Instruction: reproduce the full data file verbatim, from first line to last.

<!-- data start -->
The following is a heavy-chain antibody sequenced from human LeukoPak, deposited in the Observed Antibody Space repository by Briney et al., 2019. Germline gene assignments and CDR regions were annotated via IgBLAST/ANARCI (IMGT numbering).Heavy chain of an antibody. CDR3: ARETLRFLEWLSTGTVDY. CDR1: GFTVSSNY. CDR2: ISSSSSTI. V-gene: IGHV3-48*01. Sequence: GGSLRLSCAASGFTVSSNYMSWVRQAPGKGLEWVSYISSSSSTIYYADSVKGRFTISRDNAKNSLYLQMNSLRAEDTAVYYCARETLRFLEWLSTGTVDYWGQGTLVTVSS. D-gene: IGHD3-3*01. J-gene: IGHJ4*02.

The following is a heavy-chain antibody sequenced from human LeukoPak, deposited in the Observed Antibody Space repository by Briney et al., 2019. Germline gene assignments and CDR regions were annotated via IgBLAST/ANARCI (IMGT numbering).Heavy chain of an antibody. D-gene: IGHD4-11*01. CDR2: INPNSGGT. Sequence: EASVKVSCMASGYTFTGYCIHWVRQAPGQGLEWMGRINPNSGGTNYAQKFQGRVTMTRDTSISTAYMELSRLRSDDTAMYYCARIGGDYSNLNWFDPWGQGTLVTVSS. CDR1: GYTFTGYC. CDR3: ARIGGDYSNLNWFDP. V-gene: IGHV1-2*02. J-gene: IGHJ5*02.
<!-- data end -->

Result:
The following is a heavy-chain antibody sequenced from human LeukoPak, deposited in the Observed Antibody Space repository by Briney et al., 2019. Germline gene assignments and CDR regions were annotated via IgBLAST/ANARCI (IMGT numbering).Heavy chain of an antibody. CDR3: ARETLRFLEWLSTGTVDY. CDR1: GFTVSSNY. CDR2: ISSSSSTI. V-gene: IGHV3-48*01. Sequence: GGSLRLSCAASGFTVSSNYMSWVRQAPGKGLEWVSYISSSSSTIYYADSVKGRFTISRDNAKNSLYLQMNSLRAEDTAVYYCARETLRFLEWLSTGTVDYWGQGTLVTVSS. D-gene: IGHD3-3*01. J-gene: IGHJ4*02.

The following is a heavy-chain antibody sequenced from human LeukoPak, deposited in the Observed Antibody Space repository by Briney et al., 2019. Germline gene assignments and CDR regions were annotated via IgBLAST/ANARCI (IMGT numbering).Heavy chain of an antibody. D-gene: IGHD4-11*01. CDR2: INPNSGGT. Sequence: EASVKVSCMASGYTFTGYCIHWVRQAPGQGLEWMGRINPNSGGTNYAQKFQGRVTMTRDTSISTAYMELSRLRSDDTAMYYCARIGGDYSNLNWFDPWGQGTLVTVSS. CDR1: GYTFTGYC. CDR3: ARIGGDYSNLNWFDP. V-gene: IGHV1-2*02. J-gene: IGHJ5*02.